# Algebra II : Direct Proportionality

## Example Questions

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### Example Question #112 : Sat Subject Test In Math I

Sarah notices her map has a scale of .  She measures between Beaver Falls and Chipmonk Cove.  How far apart are the cities?

Explanation:

is the same as

So to find out the distance between the cities

### Example Question #1 : Direct Proportionality

If an object is hung on a spring, the elongation of the spring varies directly as the mass of the object. A 20 kg object increases the length of a spring by exactly 7.2 cm. To the nearest tenth of a centimeter, by how much does a 32 kg object increase the length of the same spring?

Explanation:

Let  be the mass of the weight and the elongation of the spring. Then for some constant of variation

We can find  by setting  from the first situation:

so

In the second situation, we set  and solve for :

which rounds to 11.5 centimeters.

### Example Question #7 : Other Mathematical Relationships

Sunshine paint is made by mixing three parts yellow paint and one part red paint. How many gallons of yellow paint should be mixed with two quarts of red paint?

(1 gallon = 4 quarts)

Explanation:

First set up the proportion:

x =

Then convert this to gallons:

### Example Question #4 : Other Mathematical Relationships

Sally currently has 192 books. Three months ago, she had 160 books. By what percentage did her book collection increase over the past three months?

Explanation:

To find the percentage increase, divide the number of new books by the original amount of books:

### Example Question #9 : Other Mathematical Relationships

Find  for the proportion .

Explanation:

To find x we need to find the direct proportion. In order to do this we need to cross multiply and divide.

From here we mulitply 100 and 1 together. This gets us 100 and now we divide 100 by 4 which results in

### Example Question #10 : Other Mathematical Relationships

On a map of the United States, Mark notices a scale of    . If the distance between New York City and Los Angeles in real life is  , how far would the two cities be on Mark's map?

Explanation:

If the real distance between the two cities is  , and   =  , then we can set up the proportional equation:

### Example Question #1 : Proportionalities

If  and , find  and .

Explanation:

We cannot solve the first equation until we know at least one of the variables, so let's solve the second equation first to solve for . We therefore get:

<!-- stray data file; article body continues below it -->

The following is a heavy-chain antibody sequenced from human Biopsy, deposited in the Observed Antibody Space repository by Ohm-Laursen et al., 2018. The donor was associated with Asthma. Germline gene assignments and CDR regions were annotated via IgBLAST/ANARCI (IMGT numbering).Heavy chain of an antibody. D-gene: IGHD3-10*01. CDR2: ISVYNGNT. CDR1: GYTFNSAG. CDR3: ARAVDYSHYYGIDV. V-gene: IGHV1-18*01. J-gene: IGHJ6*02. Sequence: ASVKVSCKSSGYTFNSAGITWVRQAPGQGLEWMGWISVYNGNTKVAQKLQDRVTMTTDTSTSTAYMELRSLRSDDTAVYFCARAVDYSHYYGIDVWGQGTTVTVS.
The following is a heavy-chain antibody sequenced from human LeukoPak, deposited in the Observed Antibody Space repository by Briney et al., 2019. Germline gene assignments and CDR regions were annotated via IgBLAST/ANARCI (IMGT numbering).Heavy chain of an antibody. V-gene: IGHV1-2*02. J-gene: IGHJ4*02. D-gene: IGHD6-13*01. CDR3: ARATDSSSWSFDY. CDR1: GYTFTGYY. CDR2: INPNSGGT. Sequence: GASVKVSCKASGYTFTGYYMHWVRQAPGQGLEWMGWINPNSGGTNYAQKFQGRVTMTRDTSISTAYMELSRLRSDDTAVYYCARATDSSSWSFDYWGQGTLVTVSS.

With our , we can now find x using the first equation:

We therefore get the correct answer of  and .

### Example Question #2 : Direct Proportionality

If an object is hung on a spring, the elongation of the spring varies directly with the mass of the object. A 33 kilogram object increases the length of a spring by exactly 6.6 centimeters. To the nearest tenth of a kilogram, how much mass must an object posess to increase the length of that same spring by exactly 10 centimeters?

Explanation:

Let  be the mass of the weight and the elongation of the spring, respectively. Then for some constant of variation

.

We can find  by setting :

Therefore .

Set  and solve for :

kilograms

### Example Question #73 : Mathematical Relationships

If  is directly proportional to  and when  at , what is the value of the constant of proportionality?

Explanation:

The general formula for direct proportionality is

where  is the proportionality constant. To find the value of this , we plug in  and

Solve for  by dividing both sides by 12

So .

### Example Question #2 : How To Find Direct Variation

The amount of money you earn is directly proportional to the nunber of hours you worked. On the first day, you earned $32 by working 4 hours. On the second day, how many hours do you need to work to earn$48.

Explanation:

The general formula for direct proportionality is

where  is how much money you earned,  is the proportionality constant, and  is the number of hours worked.

Before we can figure out how many hours you need to work to earn $48, we need to find the value of . It is given that you earned$32 by working 4 hours. Plug these values into the formula

Solve for  by dividing both sides by 4.

So . We can use this to find out the hours you need to work to earn $48. With , we have Plug in$48.

Divide both sides by 8

So you will need to work 6 hours to earn \$48.

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